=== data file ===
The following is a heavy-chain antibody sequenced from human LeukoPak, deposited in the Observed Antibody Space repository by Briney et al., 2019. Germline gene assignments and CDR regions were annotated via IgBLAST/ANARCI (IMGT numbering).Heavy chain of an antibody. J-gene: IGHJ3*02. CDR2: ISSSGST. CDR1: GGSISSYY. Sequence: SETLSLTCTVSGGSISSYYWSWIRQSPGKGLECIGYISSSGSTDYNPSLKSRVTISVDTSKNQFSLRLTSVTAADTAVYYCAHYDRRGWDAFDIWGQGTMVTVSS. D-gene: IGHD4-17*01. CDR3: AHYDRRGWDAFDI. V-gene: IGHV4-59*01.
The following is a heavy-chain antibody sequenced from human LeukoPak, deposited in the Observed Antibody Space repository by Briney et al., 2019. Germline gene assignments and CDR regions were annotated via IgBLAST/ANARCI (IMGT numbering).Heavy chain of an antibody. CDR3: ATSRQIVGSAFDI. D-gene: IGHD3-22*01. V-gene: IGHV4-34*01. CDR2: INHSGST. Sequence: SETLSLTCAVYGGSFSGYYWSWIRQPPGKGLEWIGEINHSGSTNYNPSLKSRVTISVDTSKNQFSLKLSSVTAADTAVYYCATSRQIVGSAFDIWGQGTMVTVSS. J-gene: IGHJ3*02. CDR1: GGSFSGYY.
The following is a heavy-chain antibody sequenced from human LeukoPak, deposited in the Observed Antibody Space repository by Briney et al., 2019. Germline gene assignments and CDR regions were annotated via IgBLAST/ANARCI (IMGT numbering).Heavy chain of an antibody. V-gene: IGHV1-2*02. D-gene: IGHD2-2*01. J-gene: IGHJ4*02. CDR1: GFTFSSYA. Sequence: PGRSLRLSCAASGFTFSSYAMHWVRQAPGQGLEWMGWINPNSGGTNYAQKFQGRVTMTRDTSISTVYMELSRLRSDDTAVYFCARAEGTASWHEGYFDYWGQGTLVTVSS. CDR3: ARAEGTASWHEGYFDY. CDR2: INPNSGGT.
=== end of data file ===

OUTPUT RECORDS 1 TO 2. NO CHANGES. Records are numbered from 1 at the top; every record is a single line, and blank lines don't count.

The following is a heavy-chain antibody sequenced from human LeukoPak, deposited in the Observed Antibody Space repository by Briney et al., 2019. Germline gene assignments and CDR regions were annotated via IgBLAST/ANARCI (IMGT numbering).Heavy chain of an antibody. J-gene: IGHJ3*02. CDR2: ISSSGST. CDR1: GGSISSYY. Sequence: SETLSLTCTVSGGSISSYYWSWIRQSPGKGLECIGYISSSGSTDYNPSLKSRVTISVDTSKNQFSLRLTSVTAADTAVYYCAHYDRRGWDAFDIWGQGTMVTVSS. D-gene: IGHD4-17*01. CDR3: AHYDRRGWDAFDI. V-gene: IGHV4-59*01.
The following is a heavy-chain antibody sequenced from human LeukoPak, deposited in the Observed Antibody Space repository by Briney et al., 2019. Germline gene assignments and CDR regions were annotated via IgBLAST/ANARCI (IMGT numbering).Heavy chain of an antibody. CDR3: ATSRQIVGSAFDI. D-gene: IGHD3-22*01. V-gene: IGHV4-34*01. CDR2: INHSGST. Sequence: SETLSLTCAVYGGSFSGYYWSWIRQPPGKGLEWIGEINHSGSTNYNPSLKSRVTISVDTSKNQFSLKLSSVTAADTAVYYCATSRQIVGSAFDIWGQGTMVTVSS. J-gene: IGHJ3*02. CDR1: GGSFSGYY.